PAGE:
2020 was an eventful year and a practice dive on the 13th of November 2020 to refresh the teams SCUBA skills and underwater survey methods in preparation for a two-week scientific survey was welcome by the team itching to get in the water after 7 months locked down. The scientific surveys whose main objective was to collect ecological baseline information to assess the health status of coral reefs to inform management initiatives, started on the 16th of November and included 4 CORDIO divers; Mishal Gudka, Peter Musembi, Randall Mabwa and Swaleh Aboud and 1 KMFRI diver, Masud Zamu and covered 5 sites in Kenya’s northern coast namely Marereni, Malindi, Watamu, Kanamai – Mradi, Kuruwitu and a southern site in the Wasini – Shimoni Channel.
These sites, along with community reserves set up, and managed by community members to conserve and preserve resources key to community livelihoods were surveyed during a follow-up community engagement exercise whose objective was to assist the communities in setting up coral reef habitat monitoring programs, train members on data collection and interpretation to improve their understanding of the status of their resources, and for them to devise appropriate management actions. Following COVID guidelines strictly, the team set out for the northern sites, an adventure of sorts as we headed out north to Mambrui, at the Che Shale. This would make our base for 3 days as we surveyed proposed sites in and adjacent to the proposed Marereni Locally Marine Managed Area (LMMA), a collaborative turtle conservation initiative between the Marereni Community based organisation and the Community Based Environmental Conservation Organization (COBEC).
Our early morning drives to these new dive sites took us through salt pans filled with 100s of workers raking salt into mounds with the realisation that a section of the remaining mangrove forests once stood where these pans are; a shift from the cool, shadowy and muddy mangrove forest canals whose canopies are inhabited by primates and birds to the current state, vast evaporation salt pans with temperatures shooting to 40°c during the day! Regardless of the various states of degradation and low fish populations in Marereni and Malindi, the sightings of a Whitetip reef shark, turtles, an octopus and a squid in the Watamu Marine National Park offered a glimpse of hope that these important species are still available. The protected area surveys were equally useful in building synergies between CORDIO and the Kenya Wildlife Service with both teams collaborating to conduct surveys at sites located in parks and reserves whose sub-objective is to contribute towards the management of these protected areas.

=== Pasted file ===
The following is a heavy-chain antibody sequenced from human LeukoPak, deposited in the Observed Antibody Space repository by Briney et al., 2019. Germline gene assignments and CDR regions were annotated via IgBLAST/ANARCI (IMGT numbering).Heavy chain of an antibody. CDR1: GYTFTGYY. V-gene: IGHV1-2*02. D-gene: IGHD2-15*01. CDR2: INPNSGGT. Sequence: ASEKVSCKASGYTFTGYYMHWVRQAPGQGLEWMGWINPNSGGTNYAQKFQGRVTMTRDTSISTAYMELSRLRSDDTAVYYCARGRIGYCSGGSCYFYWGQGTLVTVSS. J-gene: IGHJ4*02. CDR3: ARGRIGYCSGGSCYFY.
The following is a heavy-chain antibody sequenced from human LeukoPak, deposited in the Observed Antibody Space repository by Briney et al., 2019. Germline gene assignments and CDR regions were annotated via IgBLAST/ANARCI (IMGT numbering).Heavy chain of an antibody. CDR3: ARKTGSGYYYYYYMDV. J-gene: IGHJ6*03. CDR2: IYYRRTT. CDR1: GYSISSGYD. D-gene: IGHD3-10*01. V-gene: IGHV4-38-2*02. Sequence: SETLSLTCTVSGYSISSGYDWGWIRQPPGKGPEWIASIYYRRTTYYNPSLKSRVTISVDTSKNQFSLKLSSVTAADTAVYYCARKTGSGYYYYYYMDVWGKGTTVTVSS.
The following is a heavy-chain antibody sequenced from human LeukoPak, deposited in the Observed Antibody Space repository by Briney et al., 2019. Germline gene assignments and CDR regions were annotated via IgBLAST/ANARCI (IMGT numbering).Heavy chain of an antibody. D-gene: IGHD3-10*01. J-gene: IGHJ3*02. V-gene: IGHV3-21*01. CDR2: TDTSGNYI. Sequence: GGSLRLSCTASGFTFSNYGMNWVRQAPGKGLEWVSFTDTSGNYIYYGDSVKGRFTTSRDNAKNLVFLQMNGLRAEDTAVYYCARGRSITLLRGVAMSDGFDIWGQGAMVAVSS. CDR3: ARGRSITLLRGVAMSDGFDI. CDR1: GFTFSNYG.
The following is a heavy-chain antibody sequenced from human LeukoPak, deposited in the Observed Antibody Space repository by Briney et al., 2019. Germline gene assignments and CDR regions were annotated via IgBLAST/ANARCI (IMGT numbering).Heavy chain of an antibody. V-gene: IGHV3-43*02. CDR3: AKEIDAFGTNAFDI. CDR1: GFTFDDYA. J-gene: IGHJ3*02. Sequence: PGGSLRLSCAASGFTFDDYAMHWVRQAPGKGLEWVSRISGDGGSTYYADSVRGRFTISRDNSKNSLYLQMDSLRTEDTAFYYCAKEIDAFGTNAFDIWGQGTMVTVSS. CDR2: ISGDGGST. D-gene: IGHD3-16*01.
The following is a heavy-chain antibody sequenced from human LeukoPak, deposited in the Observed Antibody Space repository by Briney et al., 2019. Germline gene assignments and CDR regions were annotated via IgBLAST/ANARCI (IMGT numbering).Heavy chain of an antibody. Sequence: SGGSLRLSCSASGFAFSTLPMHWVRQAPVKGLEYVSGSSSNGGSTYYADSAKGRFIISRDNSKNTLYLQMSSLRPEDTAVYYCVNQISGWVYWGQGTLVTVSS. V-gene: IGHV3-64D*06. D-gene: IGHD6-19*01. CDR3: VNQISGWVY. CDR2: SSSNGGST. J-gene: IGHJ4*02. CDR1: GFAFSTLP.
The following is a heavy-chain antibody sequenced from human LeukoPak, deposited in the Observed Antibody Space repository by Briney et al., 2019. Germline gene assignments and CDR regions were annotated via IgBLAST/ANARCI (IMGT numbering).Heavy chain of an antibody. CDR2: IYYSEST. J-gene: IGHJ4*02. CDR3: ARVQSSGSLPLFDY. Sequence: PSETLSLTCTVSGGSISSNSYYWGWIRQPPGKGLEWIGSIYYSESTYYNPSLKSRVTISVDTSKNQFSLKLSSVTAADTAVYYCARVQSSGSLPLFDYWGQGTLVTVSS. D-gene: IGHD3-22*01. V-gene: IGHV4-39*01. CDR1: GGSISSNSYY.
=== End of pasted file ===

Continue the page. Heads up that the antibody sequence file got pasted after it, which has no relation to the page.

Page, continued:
In Marereni, we saw a couple of turtles en route to our sites, an observation that supported the community’s need to demarcate an area of ~4km2 as a locally marine managed area (LMMA) to conserve these species. However, the state of corals and fish populations in the area was not fascinating enough for our dive team diving in algal dominated reefs with patches of seagrass species; conditions that were also observed at the Malindi Marine national park and reserve this time with a high abundance of rubble.
A major factor of this survey was our reliance on local guides from the community whose expert knowledge of the protected marine areas and reserves guided us to the best points to survey with our observations noting that coral reefs in the region are very much under threat from issues such as pollution, siltation and other environmental stressors.
This is clear evidence that reefs are still damaged from the effects of the 1998 and 2016 global bleaching events. To further build the capacity of the community members at sites surveyed, follow-up community trainings were conducted at Marereni, Kuruwitu, Kanamai and Wasini to acquire views that would assist the team to draft recommendations for community involvement and improvement of management efforts through collaborative management of our coral ecosystems.
From observations, it is also evident that coral reefs are declining and the community’s connection to the reefs and other marine ecosystems requires better engagement through collaborations between community groups, scientists and governance bodies. However, all is not lost as the community members are now at the fore front of pushing for the conservation of marine ecosystems.